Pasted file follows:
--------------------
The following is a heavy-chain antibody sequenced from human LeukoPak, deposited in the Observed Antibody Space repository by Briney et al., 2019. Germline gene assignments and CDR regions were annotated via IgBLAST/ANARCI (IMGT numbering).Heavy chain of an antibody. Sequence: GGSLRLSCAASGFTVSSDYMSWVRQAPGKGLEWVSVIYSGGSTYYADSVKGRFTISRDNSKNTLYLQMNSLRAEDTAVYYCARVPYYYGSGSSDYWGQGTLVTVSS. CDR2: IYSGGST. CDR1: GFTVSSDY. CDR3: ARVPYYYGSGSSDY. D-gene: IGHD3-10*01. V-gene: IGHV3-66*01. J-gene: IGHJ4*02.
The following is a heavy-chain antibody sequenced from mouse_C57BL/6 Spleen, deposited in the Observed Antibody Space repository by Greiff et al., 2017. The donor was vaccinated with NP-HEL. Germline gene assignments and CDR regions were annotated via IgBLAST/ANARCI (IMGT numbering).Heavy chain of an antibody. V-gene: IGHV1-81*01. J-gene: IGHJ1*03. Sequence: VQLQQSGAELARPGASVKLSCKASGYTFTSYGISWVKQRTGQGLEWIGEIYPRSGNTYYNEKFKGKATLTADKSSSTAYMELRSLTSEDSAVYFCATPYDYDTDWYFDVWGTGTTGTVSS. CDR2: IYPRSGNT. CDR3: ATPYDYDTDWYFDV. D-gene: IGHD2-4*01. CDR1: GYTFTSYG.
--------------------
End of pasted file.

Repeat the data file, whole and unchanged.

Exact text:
The following is a heavy-chain antibody sequenced from human LeukoPak, deposited in the Observed Antibody Space repository by Briney et al., 2019. Germline gene assignments and CDR regions were annotated via IgBLAST/ANARCI (IMGT numbering).Heavy chain of an antibody. Sequence: GGSLRLSCAASGFTVSSDYMSWVRQAPGKGLEWVSVIYSGGSTYYADSVKGRFTISRDNSKNTLYLQMNSLRAEDTAVYYCARVPYYYGSGSSDYWGQGTLVTVSS. CDR2: IYSGGST. CDR1: GFTVSSDY. CDR3: ARVPYYYGSGSSDY. D-gene: IGHD3-10*01. V-gene: IGHV3-66*01. J-gene: IGHJ4*02.
The following is a heavy-chain antibody sequenced from mouse_C57BL/6 Spleen, deposited in the Observed Antibody Space repository by Greiff et al., 2017. The donor was vaccinated with NP-HEL. Germline gene assignments and CDR regions were annotated via IgBLAST/ANARCI (IMGT numbering).Heavy chain of an antibody. V-gene: IGHV1-81*01. J-gene: IGHJ1*03. Sequence: VQLQQSGAELARPGASVKLSCKASGYTFTSYGISWVKQRTGQGLEWIGEIYPRSGNTYYNEKFKGKATLTADKSSSTAYMELRSLTSEDSAVYFCATPYDYDTDWYFDVWGTGTTGTVSS. CDR2: IYPRSGNT. CDR3: ATPYDYDTDWYFDV. D-gene: IGHD2-4*01. CDR1: GYTFTSYG.